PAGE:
A press release from Expedia (aimed at drumming up vacation business) details a survey showing that Americans take the least vacation time among six industrialized countries. It will surely find its way into many newspapers and newscasts over the next 24 hours. A journalist following its lead will likely present a story that concludes Americans are overworked by their employers — an oft-repeated viewpoint that fits neatly into the “America Sucks” frame.
But an enterprising reporter could choose to dig a little deeper and find a new angle. Here’s a table to illustrate my point:
|Vacation Days||Unemployment Rate|
|12 days||5.2 percent|
|Canada||20 days||6.8 percent|
|U.K.||23 days||4.7 percent|
|Netherlands||25 days||7 percent|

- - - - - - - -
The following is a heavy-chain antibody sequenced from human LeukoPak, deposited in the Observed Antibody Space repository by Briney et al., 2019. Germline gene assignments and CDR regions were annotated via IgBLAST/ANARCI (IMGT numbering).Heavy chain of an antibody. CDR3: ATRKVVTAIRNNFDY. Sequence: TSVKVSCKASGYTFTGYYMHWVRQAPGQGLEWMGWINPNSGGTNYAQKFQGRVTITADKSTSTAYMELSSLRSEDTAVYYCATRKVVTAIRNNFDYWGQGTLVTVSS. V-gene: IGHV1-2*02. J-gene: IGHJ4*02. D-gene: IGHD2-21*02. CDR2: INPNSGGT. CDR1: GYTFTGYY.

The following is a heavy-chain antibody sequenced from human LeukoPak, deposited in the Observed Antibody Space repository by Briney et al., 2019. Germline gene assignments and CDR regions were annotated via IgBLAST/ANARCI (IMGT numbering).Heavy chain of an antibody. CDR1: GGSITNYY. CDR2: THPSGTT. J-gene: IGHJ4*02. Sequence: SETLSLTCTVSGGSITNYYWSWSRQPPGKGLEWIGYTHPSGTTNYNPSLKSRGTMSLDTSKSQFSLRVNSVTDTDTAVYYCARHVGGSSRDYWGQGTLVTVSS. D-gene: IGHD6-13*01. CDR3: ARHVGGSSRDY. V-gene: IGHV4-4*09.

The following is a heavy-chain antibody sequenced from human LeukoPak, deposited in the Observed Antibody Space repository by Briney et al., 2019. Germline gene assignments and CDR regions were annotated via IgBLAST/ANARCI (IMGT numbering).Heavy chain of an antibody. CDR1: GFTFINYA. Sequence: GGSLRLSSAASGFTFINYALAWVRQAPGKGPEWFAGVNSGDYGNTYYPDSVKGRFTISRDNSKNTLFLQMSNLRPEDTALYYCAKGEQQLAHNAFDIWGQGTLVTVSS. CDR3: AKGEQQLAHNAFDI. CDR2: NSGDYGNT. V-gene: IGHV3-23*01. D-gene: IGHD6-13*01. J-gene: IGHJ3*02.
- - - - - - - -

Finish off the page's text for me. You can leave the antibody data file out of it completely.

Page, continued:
|Germany||27 days||11.8 percent|
|France||39 days||10 percent|
Clearly, one can’t read too much into these numbers. The British, for example, receive more vacation days than Americans and also enjoy a lower unemployment rate. But, the two countries with the largest allotment of vacation time (Germany and France) also share the highest unemployment. Paid vacations are great there, if you can first secure the paying job.
This comparison needn’t be in the lede or anywhere close to the top of the story. But, at some point, a reporter would do well to point out to readers (or find a source to point it out) that companies and countries with exorbitantly generous benefits often fail to compete on the global scale. (See Ford and GM.)
Maybe Americans don’t take enough time off, but perhaps other countries grant too much time for vacation. Presenting both sides of this issue would serve readers well and illustrate that bugaboo of our profession — objective journalism. Unfortunately, I suspect that few of my colleagues would agree.